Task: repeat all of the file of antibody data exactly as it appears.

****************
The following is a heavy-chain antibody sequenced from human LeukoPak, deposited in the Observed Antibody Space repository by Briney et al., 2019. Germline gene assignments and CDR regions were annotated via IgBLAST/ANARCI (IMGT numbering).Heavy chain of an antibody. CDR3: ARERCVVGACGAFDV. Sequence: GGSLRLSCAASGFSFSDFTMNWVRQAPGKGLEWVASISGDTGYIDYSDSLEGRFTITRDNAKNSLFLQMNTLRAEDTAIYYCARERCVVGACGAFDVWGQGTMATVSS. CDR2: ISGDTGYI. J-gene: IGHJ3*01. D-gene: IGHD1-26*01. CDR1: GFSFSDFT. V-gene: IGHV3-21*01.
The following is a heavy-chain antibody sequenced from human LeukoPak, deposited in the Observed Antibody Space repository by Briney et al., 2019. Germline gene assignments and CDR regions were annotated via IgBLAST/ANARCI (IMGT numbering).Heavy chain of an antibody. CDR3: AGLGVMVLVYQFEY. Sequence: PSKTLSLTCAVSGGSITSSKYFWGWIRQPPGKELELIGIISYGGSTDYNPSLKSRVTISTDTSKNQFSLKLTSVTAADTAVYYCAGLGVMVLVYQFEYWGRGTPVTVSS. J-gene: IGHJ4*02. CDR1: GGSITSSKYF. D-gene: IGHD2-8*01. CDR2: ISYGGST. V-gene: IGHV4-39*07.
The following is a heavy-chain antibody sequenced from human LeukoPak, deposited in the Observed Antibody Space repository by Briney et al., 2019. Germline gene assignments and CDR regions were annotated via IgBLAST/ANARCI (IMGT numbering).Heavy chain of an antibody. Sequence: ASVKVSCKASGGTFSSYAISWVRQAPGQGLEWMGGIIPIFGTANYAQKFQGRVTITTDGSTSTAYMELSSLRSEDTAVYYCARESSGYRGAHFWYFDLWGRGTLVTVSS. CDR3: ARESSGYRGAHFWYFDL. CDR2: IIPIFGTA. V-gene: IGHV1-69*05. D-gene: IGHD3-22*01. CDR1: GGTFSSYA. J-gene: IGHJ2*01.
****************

The following is a heavy-chain antibody sequenced from human LeukoPak, deposited in the Observed Antibody Space repository by Briney et al., 2019. Germline gene assignments and CDR regions were annotated via IgBLAST/ANARCI (IMGT numbering).Heavy chain of an antibody. CDR3: ARERCVVGACGAFDV. Sequence: GGSLRLSCAASGFSFSDFTMNWVRQAPGKGLEWVASISGDTGYIDYSDSLEGRFTITRDNAKNSLFLQMNTLRAEDTAIYYCARERCVVGACGAFDVWGQGTMATVSS. CDR2: ISGDTGYI. J-gene: IGHJ3*01. D-gene: IGHD1-26*01. CDR1: GFSFSDFT. V-gene: IGHV3-21*01.
The following is a heavy-chain antibody sequenced from human LeukoPak, deposited in the Observed Antibody Space repository by Briney et al., 2019. Germline gene assignments and CDR regions were annotated via IgBLAST/ANARCI (IMGT numbering).Heavy chain of an antibody. CDR3: AGLGVMVLVYQFEY. Sequence: PSKTLSLTCAVSGGSITSSKYFWGWIRQPPGKELELIGIISYGGSTDYNPSLKSRVTISTDTSKNQFSLKLTSVTAADTAVYYCAGLGVMVLVYQFEYWGRGTPVTVSS. J-gene: IGHJ4*02. CDR1: GGSITSSKYF. D-gene: IGHD2-8*01. CDR2: ISYGGST. V-gene: IGHV4-39*07.
The following is a heavy-chain antibody sequenced from human LeukoPak, deposited in the Observed Antibody Space repository by Briney et al., 2019. Germline gene assignments and CDR regions were annotated via IgBLAST/ANARCI (IMGT numbering).Heavy chain of an antibody. Sequence: ASVKVSCKASGGTFSSYAISWVRQAPGQGLEWMGGIIPIFGTANYAQKFQGRVTITTDGSTSTAYMELSSLRSEDTAVYYCARESSGYRGAHFWYFDLWGRGTLVTVSS. CDR3: ARESSGYRGAHFWYFDL. CDR2: IIPIFGTA. V-gene: IGHV1-69*05. D-gene: IGHD3-22*01. CDR1: GGTFSSYA. J-gene: IGHJ2*01.